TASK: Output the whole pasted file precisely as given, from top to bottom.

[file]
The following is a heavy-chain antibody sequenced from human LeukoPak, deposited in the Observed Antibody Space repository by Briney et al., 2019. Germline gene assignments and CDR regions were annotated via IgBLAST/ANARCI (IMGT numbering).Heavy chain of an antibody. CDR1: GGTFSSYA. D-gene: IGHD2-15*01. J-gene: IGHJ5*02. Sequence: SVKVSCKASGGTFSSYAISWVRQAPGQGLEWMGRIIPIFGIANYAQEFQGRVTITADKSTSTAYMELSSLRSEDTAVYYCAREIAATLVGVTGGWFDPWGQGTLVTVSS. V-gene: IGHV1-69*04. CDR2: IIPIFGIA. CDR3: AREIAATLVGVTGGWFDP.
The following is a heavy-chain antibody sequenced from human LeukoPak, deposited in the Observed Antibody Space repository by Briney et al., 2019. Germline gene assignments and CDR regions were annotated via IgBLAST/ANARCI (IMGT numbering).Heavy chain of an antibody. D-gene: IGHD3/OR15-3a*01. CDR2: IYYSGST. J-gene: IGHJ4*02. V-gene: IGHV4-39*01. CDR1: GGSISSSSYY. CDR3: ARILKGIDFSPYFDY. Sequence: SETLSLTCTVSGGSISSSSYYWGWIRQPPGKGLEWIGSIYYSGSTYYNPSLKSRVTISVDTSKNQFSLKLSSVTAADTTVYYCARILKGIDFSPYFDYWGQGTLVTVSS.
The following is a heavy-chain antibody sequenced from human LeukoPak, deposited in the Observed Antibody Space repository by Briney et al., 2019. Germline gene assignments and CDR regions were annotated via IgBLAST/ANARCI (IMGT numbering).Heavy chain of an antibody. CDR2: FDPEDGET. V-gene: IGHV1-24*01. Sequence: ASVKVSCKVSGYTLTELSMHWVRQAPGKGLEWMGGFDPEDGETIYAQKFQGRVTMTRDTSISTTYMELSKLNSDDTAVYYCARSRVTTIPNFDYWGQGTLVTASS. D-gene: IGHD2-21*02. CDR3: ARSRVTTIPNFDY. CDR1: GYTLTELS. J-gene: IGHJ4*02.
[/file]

The following is a heavy-chain antibody sequenced from human LeukoPak, deposited in the Observed Antibody Space repository by Briney et al., 2019. Germline gene assignments and CDR regions were annotated via IgBLAST/ANARCI (IMGT numbering).Heavy chain of an antibody. CDR1: GGTFSSYA. D-gene: IGHD2-15*01. J-gene: IGHJ5*02. Sequence: SVKVSCKASGGTFSSYAISWVRQAPGQGLEWMGRIIPIFGIANYAQEFQGRVTITADKSTSTAYMELSSLRSEDTAVYYCAREIAATLVGVTGGWFDPWGQGTLVTVSS. V-gene: IGHV1-69*04. CDR2: IIPIFGIA. CDR3: AREIAATLVGVTGGWFDP.
The following is a heavy-chain antibody sequenced from human LeukoPak, deposited in the Observed Antibody Space repository by Briney et al., 2019. Germline gene assignments and CDR regions were annotated via IgBLAST/ANARCI (IMGT numbering).Heavy chain of an antibody. D-gene: IGHD3/OR15-3a*01. CDR2: IYYSGST. J-gene: IGHJ4*02. V-gene: IGHV4-39*01. CDR1: GGSISSSSYY. CDR3: ARILKGIDFSPYFDY. Sequence: SETLSLTCTVSGGSISSSSYYWGWIRQPPGKGLEWIGSIYYSGSTYYNPSLKSRVTISVDTSKNQFSLKLSSVTAADTTVYYCARILKGIDFSPYFDYWGQGTLVTVSS.
The following is a heavy-chain antibody sequenced from human LeukoPak, deposited in the Observed Antibody Space repository by Briney et al., 2019. Germline gene assignments and CDR regions were annotated via IgBLAST/ANARCI (IMGT numbering).Heavy chain of an antibody. CDR2: FDPEDGET. V-gene: IGHV1-24*01. Sequence: ASVKVSCKVSGYTLTELSMHWVRQAPGKGLEWMGGFDPEDGETIYAQKFQGRVTMTRDTSISTTYMELSKLNSDDTAVYYCARSRVTTIPNFDYWGQGTLVTASS. D-gene: IGHD2-21*02. CDR3: ARSRVTTIPNFDY. CDR1: GYTLTELS. J-gene: IGHJ4*02.